Devil’s Consort – Anne O’Brien

This book has the subtitle “England’s Most Ruthless Queen” and, yes, it’s about Eleanor of Aquitaine. There are quite a few novels about this character from writers such as Alison Weir, and very good they are too. They unusually concentrate on her marriage to Henry II, who followed the troubled reign of Stephen. This is not surprising , as they did have eight children together, and during the good times reigned over a vast territory including England and much of what is today France.There are lots of tales about rebellion, mistresses and Eleanor actually being imprisoned by her husband following her support of her sons. This novel takes a different view, of Eleanor’s earlier life, when she was married to Louis, King of France.

This is a novel about how a young woman of fifteen marries a king, mainly because she has inherited a vast duchy from her father.  O’Brien paints such a realistic picture of disappointment as it soon becomes obvious that Louis is a very religious man, but a bad king in many ways. Most importantly for this novel, he is a very poor husband. This is a book about how Eleanor establishes herself as queen, ruler of Aquitaine and a woman. She is admittedly selfish, unfaithful and the most unconcerned mother of two daughters, but she is very intelligent, aware of her power, and intends to live on her own terms. She lives in Paris unwillingly, and seizes the chance to escape on Crusade with Louis, which opens up a new world of experience for her. This period of her life is often brushed over in other novels, but this book reveals much about the danger and hardship that she faced, as well as the temptation. There are several theories about what really happened on this Crusade, especially Eleanor’s relationship with her uncle Raymond, ruler of Antioch. This is just one version which shows what may have taken place, but it is probably true that Eleanor was unwilling to leave Antioch. The whole picture of Louis as a fearfully religious man helps explain why she was so keen to leave the marriage, and why she was seen more in terms of a huge opportunity to rule rather than a wife. There is lot about women at this time being seen as merely producers of male heirs, and not rulers in their own right, even if they have inherited vast tracts of land.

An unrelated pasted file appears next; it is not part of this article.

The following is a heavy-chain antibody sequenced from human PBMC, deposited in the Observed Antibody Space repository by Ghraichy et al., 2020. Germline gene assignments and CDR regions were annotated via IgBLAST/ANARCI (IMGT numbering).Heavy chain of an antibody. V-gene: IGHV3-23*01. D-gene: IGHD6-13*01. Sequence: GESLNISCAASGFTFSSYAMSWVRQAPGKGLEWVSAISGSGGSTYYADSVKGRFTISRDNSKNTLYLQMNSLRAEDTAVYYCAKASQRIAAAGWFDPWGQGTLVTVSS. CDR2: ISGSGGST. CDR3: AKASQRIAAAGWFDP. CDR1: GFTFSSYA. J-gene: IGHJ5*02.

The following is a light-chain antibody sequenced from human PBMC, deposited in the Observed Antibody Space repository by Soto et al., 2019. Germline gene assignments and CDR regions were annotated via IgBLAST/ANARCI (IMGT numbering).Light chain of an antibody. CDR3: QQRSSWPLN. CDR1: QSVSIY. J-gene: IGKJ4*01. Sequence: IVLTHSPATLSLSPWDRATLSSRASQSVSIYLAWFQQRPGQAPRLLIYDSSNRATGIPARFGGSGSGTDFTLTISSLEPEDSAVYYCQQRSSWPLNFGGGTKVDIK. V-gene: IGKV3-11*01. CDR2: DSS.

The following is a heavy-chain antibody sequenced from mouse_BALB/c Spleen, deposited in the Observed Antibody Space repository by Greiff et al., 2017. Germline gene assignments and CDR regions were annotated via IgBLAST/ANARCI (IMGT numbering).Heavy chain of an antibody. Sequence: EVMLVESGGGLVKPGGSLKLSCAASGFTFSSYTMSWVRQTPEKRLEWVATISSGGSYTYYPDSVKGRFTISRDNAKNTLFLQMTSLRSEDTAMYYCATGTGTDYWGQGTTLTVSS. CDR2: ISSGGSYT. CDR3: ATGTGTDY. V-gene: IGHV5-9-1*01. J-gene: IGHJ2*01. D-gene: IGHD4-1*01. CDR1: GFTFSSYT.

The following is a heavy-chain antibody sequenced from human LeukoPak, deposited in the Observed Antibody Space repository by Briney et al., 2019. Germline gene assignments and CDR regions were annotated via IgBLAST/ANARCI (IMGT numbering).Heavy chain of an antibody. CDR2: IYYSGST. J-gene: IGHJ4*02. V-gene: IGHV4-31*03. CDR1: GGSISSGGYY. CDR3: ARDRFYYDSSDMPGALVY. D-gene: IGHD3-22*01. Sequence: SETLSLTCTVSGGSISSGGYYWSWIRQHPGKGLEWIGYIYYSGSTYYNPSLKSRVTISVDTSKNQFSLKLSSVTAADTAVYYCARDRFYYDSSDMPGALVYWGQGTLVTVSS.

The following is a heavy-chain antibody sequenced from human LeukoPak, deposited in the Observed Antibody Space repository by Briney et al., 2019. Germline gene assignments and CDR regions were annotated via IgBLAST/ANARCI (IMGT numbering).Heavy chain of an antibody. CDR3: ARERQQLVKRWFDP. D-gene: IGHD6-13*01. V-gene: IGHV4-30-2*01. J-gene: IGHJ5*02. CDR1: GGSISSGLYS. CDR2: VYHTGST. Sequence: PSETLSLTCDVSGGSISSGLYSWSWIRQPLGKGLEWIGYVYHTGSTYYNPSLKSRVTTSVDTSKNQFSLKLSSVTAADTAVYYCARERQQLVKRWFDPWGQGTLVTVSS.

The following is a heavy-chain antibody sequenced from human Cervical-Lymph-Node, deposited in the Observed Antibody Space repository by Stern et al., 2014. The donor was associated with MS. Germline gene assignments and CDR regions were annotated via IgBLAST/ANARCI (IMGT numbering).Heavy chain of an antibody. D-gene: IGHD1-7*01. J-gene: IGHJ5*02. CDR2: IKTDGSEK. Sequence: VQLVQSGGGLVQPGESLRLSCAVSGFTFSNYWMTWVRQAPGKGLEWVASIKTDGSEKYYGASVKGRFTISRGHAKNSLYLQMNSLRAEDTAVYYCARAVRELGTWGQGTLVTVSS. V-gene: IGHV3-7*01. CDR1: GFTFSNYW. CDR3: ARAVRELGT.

O’Brien like many historical novelists has written a variety of books about the great characters of history, as well as semi fictional supporting characters. There is some debate about what readers want; women that they may have heard of, or ‘real’ people who are easier to identify with. I often read books about women (and some men) who were significant in British history, and I must admit this novel went to the bottom of the pile as I have read several about Eleanor (including a very successful series by Elizabeth Chadwick, unfinished a the moment).

(I ought to write a review of these two novels, which I enjoyed reading very much. I must try to get round to it before the third and final volume comes out!)

But I am very glad that I picked this one out to read, as it presents a vivid picture of the young Eleanor, which goes a long way to explain why Eleanor acted as she did, even though Henry apparently was a lot more satisfactory as a husband.  O’Brien has written several novels which I have enjoyed as easy to read. Perhaps they are not as densely researched as some books, but are good at the atmosphere and humanity of the women she depicts. A good summer read, well, if we ever get any summer weather…

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